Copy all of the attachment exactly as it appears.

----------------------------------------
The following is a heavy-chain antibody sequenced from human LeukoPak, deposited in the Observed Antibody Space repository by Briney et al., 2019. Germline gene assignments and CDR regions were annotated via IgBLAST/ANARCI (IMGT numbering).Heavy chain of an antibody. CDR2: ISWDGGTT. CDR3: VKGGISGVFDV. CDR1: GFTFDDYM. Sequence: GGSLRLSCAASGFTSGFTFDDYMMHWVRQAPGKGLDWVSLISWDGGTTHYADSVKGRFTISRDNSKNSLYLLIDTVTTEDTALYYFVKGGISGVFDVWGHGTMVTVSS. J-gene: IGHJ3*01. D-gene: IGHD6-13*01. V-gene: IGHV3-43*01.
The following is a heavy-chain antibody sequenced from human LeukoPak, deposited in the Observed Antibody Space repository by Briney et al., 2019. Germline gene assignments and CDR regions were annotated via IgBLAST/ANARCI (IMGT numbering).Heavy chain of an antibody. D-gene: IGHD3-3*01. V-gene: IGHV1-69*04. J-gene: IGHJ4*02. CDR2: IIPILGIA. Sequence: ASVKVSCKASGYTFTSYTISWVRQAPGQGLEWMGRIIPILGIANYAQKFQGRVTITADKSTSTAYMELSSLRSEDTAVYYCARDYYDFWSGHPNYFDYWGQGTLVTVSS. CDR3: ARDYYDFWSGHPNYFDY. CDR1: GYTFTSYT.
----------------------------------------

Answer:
The following is a heavy-chain antibody sequenced from human LeukoPak, deposited in the Observed Antibody Space repository by Briney et al., 2019. Germline gene assignments and CDR regions were annotated via IgBLAST/ANARCI (IMGT numbering).Heavy chain of an antibody. CDR2: ISWDGGTT. CDR3: VKGGISGVFDV. CDR1: GFTFDDYM. Sequence: GGSLRLSCAASGFTSGFTFDDYMMHWVRQAPGKGLDWVSLISWDGGTTHYADSVKGRFTISRDNSKNSLYLLIDTVTTEDTALYYFVKGGISGVFDVWGHGTMVTVSS. J-gene: IGHJ3*01. D-gene: IGHD6-13*01. V-gene: IGHV3-43*01.
The following is a heavy-chain antibody sequenced from human LeukoPak, deposited in the Observed Antibody Space repository by Briney et al., 2019. Germline gene assignments and CDR regions were annotated via IgBLAST/ANARCI (IMGT numbering).Heavy chain of an antibody. D-gene: IGHD3-3*01. V-gene: IGHV1-69*04. J-gene: IGHJ4*02. CDR2: IIPILGIA. Sequence: ASVKVSCKASGYTFTSYTISWVRQAPGQGLEWMGRIIPILGIANYAQKFQGRVTITADKSTSTAYMELSSLRSEDTAVYYCARDYYDFWSGHPNYFDYWGQGTLVTVSS. CDR3: ARDYYDFWSGHPNYFDY. CDR1: GYTFTSYT.